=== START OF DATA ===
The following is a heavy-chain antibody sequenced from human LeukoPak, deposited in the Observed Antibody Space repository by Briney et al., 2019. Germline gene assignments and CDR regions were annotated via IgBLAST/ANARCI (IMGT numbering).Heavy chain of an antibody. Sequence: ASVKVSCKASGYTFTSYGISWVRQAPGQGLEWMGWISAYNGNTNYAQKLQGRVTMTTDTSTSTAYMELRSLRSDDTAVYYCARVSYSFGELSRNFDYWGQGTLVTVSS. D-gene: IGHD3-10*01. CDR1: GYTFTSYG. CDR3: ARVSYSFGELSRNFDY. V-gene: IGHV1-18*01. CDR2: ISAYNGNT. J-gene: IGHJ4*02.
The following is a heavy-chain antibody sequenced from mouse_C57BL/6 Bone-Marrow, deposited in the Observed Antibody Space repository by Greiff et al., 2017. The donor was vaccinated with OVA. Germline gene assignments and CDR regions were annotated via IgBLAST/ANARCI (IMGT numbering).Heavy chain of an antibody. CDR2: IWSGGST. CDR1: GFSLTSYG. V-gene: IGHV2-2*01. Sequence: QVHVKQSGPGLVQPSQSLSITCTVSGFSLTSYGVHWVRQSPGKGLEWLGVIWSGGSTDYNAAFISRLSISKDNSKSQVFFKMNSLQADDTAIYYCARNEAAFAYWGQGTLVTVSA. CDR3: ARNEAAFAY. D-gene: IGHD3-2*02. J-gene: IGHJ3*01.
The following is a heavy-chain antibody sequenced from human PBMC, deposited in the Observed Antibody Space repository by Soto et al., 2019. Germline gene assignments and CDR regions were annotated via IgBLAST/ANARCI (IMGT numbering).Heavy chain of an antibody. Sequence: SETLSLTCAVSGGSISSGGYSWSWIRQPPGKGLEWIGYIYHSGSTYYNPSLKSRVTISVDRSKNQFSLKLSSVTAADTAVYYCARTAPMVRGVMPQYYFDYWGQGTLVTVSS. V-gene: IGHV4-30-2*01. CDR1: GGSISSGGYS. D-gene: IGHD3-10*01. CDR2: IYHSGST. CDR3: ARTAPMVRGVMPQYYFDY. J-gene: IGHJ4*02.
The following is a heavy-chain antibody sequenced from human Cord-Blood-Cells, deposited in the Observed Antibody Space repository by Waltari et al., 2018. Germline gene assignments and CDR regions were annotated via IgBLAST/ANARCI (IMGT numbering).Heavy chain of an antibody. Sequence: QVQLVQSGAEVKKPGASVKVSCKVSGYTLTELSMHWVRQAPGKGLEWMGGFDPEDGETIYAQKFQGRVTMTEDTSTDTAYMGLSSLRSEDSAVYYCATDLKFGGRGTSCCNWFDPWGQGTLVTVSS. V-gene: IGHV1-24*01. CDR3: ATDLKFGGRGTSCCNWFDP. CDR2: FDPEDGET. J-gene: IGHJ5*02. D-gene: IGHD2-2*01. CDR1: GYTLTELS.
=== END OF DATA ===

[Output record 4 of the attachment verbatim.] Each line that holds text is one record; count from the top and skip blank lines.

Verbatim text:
The following is a heavy-chain antibody sequenced from human Cord-Blood-Cells, deposited in the Observed Antibody Space repository by Waltari et al., 2018. Germline gene assignments and CDR regions were annotated via IgBLAST/ANARCI (IMGT numbering).Heavy chain of an antibody. Sequence: QVQLVQSGAEVKKPGASVKVSCKVSGYTLTELSMHWVRQAPGKGLEWMGGFDPEDGETIYAQKFQGRVTMTEDTSTDTAYMGLSSLRSEDSAVYYCATDLKFGGRGTSCCNWFDPWGQGTLVTVSS. V-gene: IGHV1-24*01. CDR3: ATDLKFGGRGTSCCNWFDP. CDR2: FDPEDGET. J-gene: IGHJ5*02. D-gene: IGHD2-2*01. CDR1: GYTLTELS.